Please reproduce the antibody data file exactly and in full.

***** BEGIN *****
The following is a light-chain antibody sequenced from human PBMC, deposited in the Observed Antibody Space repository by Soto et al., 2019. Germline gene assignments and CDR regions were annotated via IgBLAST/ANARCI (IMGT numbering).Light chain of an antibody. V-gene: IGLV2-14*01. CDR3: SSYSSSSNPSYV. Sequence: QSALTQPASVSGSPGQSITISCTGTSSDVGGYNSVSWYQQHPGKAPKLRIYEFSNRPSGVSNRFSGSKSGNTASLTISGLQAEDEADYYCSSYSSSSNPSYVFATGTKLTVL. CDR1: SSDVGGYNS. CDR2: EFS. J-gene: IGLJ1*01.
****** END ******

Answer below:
The following is a light-chain antibody sequenced from human PBMC, deposited in the Observed Antibody Space repository by Soto et al., 2019. Germline gene assignments and CDR regions were annotated via IgBLAST/ANARCI (IMGT numbering).Light chain of an antibody. V-gene: IGLV2-14*01. CDR3: SSYSSSSNPSYV. Sequence: QSALTQPASVSGSPGQSITISCTGTSSDVGGYNSVSWYQQHPGKAPKLRIYEFSNRPSGVSNRFSGSKSGNTASLTISGLQAEDEADYYCSSYSSSSNPSYVFATGTKLTVL. CDR1: SSDVGGYNS. CDR2: EFS. J-gene: IGLJ1*01.